Rod says of Obama:

A conservative’s dilemma: Is the pleasure one takes in watching the vaderish Clintons vanquished by Barack Skywalker worth the increasing possibility that not only will Obama win this fall, but he will transform the political landscape such that the GOP turns into what the Tories were under the Blair government?

There is a solution to this dilemma, which seems to be confronting more and more people, and it is simply this: stop cheering on Obama.  I drank a toast to him on caucus night, because it was satisfying to see those people humbled, but if you believe (I think incorrectly) that Obama represents a dire threat to your views and interests, stop giving him a pass.  Of course, if the Clintons are “vaderish,” that means that Bill Clinton fills the role of Obama’s father, which is a disturbing thought. 

Suppose that Obama admirers on the right are correct that he could be for the Democrats what Reagan was for Republicans.  Leave aside that only two post-war Democratic nominees have ever won over 50% of the vote in a national election (and Carter only barely achieved this under pretty unusual circumstances), and that a “liberal Reagan” would need to win by a margin of approximately nine points to get close to replicating the ‘80 result. (That requires Obama to repeat Clinton’s ‘96 re-election result and the Republicans will have to make a similarly, well, doleful effort.)  Forget for a moment that Obama has less experience in elective office than any major contender for the Presidency in at least a century and a half, or that his ADA is 95.  If that is right, and they can foresee the danger to their ideas and politics, why take the chance?  In a strange way, Republicans and conservatives have become so dead-set in their opposition to the Clintons that they would, by their own admission, embrace political and electoral doom rather than give them another chance at power.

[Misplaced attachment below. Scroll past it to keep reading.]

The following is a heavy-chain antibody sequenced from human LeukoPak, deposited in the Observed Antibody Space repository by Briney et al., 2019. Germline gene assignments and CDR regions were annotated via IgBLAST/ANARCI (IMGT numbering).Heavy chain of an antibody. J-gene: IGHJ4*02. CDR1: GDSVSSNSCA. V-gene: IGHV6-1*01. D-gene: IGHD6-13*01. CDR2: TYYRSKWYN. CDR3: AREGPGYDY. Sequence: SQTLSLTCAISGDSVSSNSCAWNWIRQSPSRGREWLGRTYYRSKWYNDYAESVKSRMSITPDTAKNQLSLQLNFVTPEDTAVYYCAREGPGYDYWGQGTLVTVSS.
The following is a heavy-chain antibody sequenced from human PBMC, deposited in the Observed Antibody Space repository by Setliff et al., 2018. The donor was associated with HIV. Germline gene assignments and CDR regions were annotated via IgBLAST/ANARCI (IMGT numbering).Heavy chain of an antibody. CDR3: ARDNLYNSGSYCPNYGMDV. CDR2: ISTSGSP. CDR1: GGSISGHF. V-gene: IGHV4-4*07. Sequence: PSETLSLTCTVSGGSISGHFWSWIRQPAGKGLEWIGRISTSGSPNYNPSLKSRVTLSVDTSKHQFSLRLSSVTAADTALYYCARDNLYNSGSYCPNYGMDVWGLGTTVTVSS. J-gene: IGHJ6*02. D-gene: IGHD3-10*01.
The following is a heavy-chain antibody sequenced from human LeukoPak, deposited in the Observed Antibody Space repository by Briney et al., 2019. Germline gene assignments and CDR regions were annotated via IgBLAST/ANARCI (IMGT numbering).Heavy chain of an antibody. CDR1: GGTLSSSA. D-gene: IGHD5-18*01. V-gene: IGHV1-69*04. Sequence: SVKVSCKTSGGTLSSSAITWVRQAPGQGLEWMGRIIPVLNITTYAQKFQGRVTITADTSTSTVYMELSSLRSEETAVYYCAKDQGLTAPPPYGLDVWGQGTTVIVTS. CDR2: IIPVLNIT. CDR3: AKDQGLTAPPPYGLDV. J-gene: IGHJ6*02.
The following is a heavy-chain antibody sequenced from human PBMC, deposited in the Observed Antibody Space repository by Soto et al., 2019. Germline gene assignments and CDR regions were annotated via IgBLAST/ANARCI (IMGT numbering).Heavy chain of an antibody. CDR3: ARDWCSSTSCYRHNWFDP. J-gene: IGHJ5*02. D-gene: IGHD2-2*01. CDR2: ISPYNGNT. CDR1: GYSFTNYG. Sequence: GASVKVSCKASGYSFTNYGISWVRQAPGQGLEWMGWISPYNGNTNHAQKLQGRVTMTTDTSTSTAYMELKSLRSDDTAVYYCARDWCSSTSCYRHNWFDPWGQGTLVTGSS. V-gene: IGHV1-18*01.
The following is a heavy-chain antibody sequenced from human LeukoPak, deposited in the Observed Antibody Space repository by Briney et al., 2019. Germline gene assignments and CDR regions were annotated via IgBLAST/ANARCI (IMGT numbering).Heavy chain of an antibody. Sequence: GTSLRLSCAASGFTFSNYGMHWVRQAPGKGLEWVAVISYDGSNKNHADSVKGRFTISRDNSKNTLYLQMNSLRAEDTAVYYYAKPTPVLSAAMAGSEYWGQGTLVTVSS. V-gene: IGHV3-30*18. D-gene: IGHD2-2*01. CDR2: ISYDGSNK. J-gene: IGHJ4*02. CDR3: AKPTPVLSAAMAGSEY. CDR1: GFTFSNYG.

They take this view despite the fact that the Clinton administration was, relative to the current horror-show, more conservative in most of its effects and ultimately worked to the advantage of the GOP (an advantage they have shamelessly squandered).  The right reason to cheer on Obama is if you think he is the weaker of the two and the one likely to deliver the Democrats to unexpected defeat, while giving the GOP an entirely undeserved victory.  I am also not enthusiastic about going this route, since a failure to hold the GOP accountable in a presidential election will mean that they will ignore the ‘06 elections as a fluke and will change little or nothing from the failed policies of the current administration.  If the Democrats nominate Obama, they let the GOP leadership off the hook.  Besides, what better way to drive home the error of their ways than to make it clear that the wages of Bushism are Bill and Hillary Clinton returned to power?   

What still puzzles me about the Obama-fear is how it can be driven by Obama’s delivery of speeches that are mostly about nothing.